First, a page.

Take the most resinated organic agarwood money can buy, grind it up into dust, juice it up into oil, and what do you get? Japanese incense, in a bottle!
Incense grade agarwood is used for just that – incense. Not oil. Unless you're Ensar...
“Why? You will lose money,” the distiller repeated once again, trying to make sense of what Ensar was proposing.
Trying to persuade the wood brokers and the distiller that this production would be unmatched by anything they'd ever done was a futile endeavor. They were just too taken aback by this kind of request; using incense grade wood to make oil. One thing was clear: there wasn't going to be any shared risk in this experiment. If there was loss, it would fall squarely on us. So we had to buy the wood upfront as when buying oud chips for burning, after which we could do with it as we pleased.
After spending half the day selecting the organic incense grade pieces fit for the distillation we had in mind, we ended up getting 5-kg of the most densely resinated chips available. But instead of going home and smoking up some shavings on the burner, we walked straight to the grinder.
The rarity and cost of these incense grade chips meant we had to take special care grinding them into fine dust, making sure we gathered every last speck.
Once ground up, we headed for the stills, giving soaking a miss. Instead we decided on a copper pot, without any condensers whatsoever, boiling at a slightly higher temperature than usual, in which we poured the dust to start cooking right away.
As we came in to pour the freshly ground dust into the still, we were greeted by the most 'fecalicious' aroma imaginable, emitted by the 20 year-old organic tree we'd harvested the previous day (to be released soon).
After five days cooking, we collected the first batch of Thai Encens, of which the overall yield was very low. Only two tolas, to be exact!
Think of an extremely rich dish which is so filling you are satisfied with a few spoonfuls. Or a dessert which is gorgeously delicious, yet when you finish eating it you are perfectly satisfied without the uncontrollable crave to stuff yourself further. That is Thai Encens. The most fulfilling Oud, in every respect, I have ever laid my nostrils on.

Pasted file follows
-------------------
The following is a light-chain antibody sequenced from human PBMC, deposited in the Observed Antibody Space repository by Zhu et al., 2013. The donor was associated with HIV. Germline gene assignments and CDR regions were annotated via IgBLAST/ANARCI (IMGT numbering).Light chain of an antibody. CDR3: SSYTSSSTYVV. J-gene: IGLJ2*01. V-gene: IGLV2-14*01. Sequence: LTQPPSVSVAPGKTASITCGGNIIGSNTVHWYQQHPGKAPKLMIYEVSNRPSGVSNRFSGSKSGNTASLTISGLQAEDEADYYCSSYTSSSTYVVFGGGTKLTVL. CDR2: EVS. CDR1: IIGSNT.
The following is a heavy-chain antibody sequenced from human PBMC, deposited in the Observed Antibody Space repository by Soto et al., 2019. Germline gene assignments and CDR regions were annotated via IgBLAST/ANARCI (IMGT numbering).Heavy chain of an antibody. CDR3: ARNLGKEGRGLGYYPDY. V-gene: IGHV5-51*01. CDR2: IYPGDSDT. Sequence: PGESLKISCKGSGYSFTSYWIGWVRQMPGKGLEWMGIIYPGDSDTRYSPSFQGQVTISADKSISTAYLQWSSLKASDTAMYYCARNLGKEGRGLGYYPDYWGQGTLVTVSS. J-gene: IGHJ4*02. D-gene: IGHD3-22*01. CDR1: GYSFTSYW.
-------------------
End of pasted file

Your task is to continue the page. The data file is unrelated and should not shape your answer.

Every Oud, Kyara Koutan included, leaves you wanting for something more. Not so the Encens. Its incense-y, green Kyara note is extremely voluptuous and overwhelmingly energetic. It has a certain electricity to it, it almost pulsates. It is alive. It has the strongest spiritual pull of any oil I have smelled.
Indeed, the oil is still fresh off the still, and the notes are changing daily, but one thing is for sure, its green note is crisper and cleaner than any of my previous Kyaras. I smelled the pyrex again last night, and I was greeted by an unexpected Japanese green tea note admixed in that unearthliness. It totally blissed me out!
It turned out so surprisingly crystal clear (sencha green top note permeated with a Kyara etherealness) in such a short time; I can't begin to imagine what transcendence it will resonate in a year or two!
Ever tried Ambre Sultan by Serge Lutens? I'm sorry to refer to a synthetic designer scent, but it's the only thing that comes to mind as I smell the second juicing of Thai Encens No 1.
In the Oud Yusha / Encens d'Angkor equation this would be the equivalent of the Encens d'Angkor, while the first yield would be the fruitier Oud Yusha equivalent.
Employing similar distillation techniques, we were able to get 3 quarter tola bottles (3 grams each) of a very dark Thai Encens No 1, which smells exactly like Ambre Sultan, only it's 100% pure oud oil!
After All's Said and Done:
“So, was it worth it?” everyone asked after we finished filtering the oil, seeing how little oil we ended up with.
It was a laugh for the distiller to see us put down a thick wad of hard cash and end up with two tolas of oil. But we would do it again! The dried aquilaria would have otherwise kept its secret dormant, passing away in a cloud of smoke, without anyone ever getting to taste its true greatness; its grandeur.